The goal of most bankruptcies to is obtain a discharge. The bankruptcy discharge eliminates your legal obligation to pay any debt that has been discharged. Simply put, you will not owe these people, companies, banks, etc. any money for qualifying debts that arose before the bankruptcy.
A Bankruptcy Discharge Stops Harassing Creditors
The discharge prevents creditors from:
- Continued harassment to collect debts (i.e., calling, emailing, letters, etc.)
- Continuing with lawsuits to collect debts
- Attaching your wages or other property
Creditors who continue to attempt to collect a debt are violation of the Bankruptcy Court’s Order of Discharge. These creditors can be ordered to pay damages to you, including attorney’s fees and costs. It is important to document any contact by a creditor or payments withdrawn by the creditor after you receive your bankruptcy discharge. If this does happen, your bankruptcy attorney can act on your behalf. You should notify us immediately, if you believe that a creditor continues to attempt to collect the debt.
What’s Not Discharged?
Unfortunately, like so many things in life a bankruptcy discharge is not perfect. There are exceptions. For some people not every debt they have can be discharged in bankruptcy. Below is a list of some of the more common debts that usually cannot be discharged:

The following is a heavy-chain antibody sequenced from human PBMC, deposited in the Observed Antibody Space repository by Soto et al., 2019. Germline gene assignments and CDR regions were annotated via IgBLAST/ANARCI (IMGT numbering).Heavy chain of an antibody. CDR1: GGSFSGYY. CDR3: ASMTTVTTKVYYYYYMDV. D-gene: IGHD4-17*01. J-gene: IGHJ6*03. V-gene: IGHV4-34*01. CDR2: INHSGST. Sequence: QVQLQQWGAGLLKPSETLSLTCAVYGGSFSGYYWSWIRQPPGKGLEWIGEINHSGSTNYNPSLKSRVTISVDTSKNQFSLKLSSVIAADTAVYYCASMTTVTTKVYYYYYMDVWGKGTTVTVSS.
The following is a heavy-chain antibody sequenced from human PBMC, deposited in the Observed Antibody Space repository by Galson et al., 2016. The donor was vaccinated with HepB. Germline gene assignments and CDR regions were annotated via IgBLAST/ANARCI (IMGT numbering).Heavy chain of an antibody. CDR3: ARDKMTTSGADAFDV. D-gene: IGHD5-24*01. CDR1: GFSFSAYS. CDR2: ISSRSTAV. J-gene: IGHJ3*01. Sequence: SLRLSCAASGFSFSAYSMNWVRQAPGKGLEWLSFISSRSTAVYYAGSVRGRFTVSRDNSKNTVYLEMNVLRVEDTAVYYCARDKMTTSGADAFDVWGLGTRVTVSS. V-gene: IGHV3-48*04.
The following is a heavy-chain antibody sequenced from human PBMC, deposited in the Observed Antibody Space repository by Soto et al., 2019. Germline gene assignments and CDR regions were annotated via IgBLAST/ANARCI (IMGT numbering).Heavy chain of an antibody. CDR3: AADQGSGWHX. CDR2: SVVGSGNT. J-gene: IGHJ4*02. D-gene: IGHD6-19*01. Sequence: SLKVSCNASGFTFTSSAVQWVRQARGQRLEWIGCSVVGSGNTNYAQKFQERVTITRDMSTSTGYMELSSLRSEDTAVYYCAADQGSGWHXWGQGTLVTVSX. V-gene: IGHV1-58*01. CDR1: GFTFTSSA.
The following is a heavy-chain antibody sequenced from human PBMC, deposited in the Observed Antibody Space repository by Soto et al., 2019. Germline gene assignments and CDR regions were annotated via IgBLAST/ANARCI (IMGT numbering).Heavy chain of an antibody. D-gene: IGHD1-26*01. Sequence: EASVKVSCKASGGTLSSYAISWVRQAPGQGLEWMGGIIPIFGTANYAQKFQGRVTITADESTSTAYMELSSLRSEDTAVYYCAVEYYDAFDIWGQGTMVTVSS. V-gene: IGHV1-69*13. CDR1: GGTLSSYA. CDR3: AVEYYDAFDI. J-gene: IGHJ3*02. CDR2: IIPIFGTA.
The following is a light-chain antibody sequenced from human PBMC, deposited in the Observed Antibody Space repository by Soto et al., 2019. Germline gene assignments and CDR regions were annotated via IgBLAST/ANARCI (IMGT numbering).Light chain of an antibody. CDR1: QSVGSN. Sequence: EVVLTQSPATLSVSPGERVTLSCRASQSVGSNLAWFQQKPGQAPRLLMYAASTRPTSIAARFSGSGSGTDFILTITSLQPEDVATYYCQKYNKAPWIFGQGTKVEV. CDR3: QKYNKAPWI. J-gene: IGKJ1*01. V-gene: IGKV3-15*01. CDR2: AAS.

- Some taxes
- Income taxes which are older than 3 years can be discharged, if the tax returns were filed on time (or under an approved extension) and the tax return was filed more than 2 years before filing for bankruptcy
- Excise taxes which are older than 3 years can be discharged
- Domestic support obligations (i.e., alimony, child support, most property divisions)
- Debts incurred to pay a non-dischargeable debt. For example you can’t use your credit card to pay your child support and expect to have that debt discharged in bankruptcy
- Student Loans. There is an exception, if the student loan causes an “undue hardship.” However, this has been such a difficult hurdle to overcome, that in most circumstances, student loans are not dischargeable
- Criminal fines, penalties, forfeitures or restitution
- Debts for personal injuries or death caused while operating a vehicle (includes boats & planes) while intoxicated
- Debts not properly listed in your bankruptcy petition. It is very important to make sure your bankruptcy attorney knows about all your debts
- Debts owed to certain pension and retirement plans
- Debts that have been “reaffirmed” during the bankruptcy. Some creditors (usually your car loan) will ask you to sign papers taking this debt outside of the bankruptcy. Your attorney will discuss whether it is in your best interest to reaffirm a specific debt
- Debts that you obtained by fraud
- These are usually for debts that the creditor claims you never intended to pay (i.e., you went on a bender and pull cash advances and then tried to file bankruptcy a short time later)
- Debts you accumulated over time and now realize that you can no longer afford to pay would usually not be considered a debt obtained by fraud.
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